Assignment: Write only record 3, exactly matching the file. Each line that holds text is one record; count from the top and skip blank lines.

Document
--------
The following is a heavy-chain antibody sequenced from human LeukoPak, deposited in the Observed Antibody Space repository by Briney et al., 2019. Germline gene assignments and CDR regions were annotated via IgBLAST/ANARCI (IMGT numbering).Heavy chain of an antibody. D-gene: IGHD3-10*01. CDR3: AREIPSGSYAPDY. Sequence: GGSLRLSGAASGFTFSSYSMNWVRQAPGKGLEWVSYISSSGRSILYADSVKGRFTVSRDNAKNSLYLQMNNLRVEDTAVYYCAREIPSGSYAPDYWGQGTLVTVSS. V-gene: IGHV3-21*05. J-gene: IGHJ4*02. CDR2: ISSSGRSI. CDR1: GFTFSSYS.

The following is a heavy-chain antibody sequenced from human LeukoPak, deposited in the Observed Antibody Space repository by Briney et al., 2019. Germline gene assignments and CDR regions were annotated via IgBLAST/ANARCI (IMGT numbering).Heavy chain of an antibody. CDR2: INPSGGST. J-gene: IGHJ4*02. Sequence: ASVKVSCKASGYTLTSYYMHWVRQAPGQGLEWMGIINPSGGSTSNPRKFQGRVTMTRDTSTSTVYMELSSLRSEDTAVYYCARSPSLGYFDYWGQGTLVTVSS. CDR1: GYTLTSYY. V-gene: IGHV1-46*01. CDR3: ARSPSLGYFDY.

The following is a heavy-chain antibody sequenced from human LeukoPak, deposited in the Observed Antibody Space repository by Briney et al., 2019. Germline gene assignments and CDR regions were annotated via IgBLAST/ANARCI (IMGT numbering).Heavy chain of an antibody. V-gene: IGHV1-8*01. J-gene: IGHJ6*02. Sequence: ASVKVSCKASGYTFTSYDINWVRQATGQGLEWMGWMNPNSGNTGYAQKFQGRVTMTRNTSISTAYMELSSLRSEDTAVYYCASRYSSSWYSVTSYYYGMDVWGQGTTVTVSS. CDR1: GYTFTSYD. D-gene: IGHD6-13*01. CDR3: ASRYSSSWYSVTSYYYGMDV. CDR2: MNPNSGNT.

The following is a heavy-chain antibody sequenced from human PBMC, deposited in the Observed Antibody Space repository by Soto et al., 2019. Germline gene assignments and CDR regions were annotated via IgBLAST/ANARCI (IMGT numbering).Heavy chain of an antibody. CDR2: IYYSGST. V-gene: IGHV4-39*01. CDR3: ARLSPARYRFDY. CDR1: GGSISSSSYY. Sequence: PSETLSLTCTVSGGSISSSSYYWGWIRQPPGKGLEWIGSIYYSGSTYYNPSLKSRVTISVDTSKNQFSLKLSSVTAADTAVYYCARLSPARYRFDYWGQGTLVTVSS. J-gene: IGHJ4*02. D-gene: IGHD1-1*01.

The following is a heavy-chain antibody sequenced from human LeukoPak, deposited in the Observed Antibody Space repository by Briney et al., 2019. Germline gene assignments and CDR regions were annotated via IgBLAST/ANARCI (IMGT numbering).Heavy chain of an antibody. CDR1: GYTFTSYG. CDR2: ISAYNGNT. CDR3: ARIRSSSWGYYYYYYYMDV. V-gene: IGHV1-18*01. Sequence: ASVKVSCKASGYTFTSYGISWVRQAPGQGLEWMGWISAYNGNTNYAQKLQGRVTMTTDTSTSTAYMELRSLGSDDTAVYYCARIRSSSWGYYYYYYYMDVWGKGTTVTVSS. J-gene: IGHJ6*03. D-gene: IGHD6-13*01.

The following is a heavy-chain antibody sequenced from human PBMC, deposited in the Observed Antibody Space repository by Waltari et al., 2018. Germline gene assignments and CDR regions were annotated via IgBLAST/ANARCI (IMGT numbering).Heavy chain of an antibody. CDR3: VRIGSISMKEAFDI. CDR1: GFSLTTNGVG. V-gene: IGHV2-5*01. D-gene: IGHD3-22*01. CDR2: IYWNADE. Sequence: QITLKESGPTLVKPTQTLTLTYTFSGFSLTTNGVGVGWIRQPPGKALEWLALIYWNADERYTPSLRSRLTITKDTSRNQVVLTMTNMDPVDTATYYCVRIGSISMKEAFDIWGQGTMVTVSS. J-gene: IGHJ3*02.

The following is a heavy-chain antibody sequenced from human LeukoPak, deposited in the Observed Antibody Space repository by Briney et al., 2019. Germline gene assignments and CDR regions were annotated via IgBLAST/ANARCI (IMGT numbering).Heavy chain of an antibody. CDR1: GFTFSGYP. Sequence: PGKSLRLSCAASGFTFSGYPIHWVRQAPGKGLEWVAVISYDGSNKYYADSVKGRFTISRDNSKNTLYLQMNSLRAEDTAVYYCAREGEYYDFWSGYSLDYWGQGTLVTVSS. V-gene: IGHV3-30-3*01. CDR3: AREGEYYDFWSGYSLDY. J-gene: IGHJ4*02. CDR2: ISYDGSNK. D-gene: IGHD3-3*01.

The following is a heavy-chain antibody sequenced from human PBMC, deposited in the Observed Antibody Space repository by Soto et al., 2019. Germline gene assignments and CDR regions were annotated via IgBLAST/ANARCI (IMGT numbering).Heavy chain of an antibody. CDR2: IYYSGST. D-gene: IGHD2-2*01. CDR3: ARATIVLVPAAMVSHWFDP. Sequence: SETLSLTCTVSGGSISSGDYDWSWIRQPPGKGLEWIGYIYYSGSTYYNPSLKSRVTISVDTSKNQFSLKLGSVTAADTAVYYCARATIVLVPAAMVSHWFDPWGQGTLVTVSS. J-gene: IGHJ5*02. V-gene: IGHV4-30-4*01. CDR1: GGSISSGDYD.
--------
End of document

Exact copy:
The following is a heavy-chain antibody sequenced from human LeukoPak, deposited in the Observed Antibody Space repository by Briney et al., 2019. Germline gene assignments and CDR regions were annotated via IgBLAST/ANARCI (IMGT numbering).Heavy chain of an antibody. V-gene: IGHV1-8*01. J-gene: IGHJ6*02. Sequence: ASVKVSCKASGYTFTSYDINWVRQATGQGLEWMGWMNPNSGNTGYAQKFQGRVTMTRNTSISTAYMELSSLRSEDTAVYYCASRYSSSWYSVTSYYYGMDVWGQGTTVTVSS. CDR1: GYTFTSYD. D-gene: IGHD6-13*01. CDR3: ASRYSSSWYSVTSYYYGMDV. CDR2: MNPNSGNT.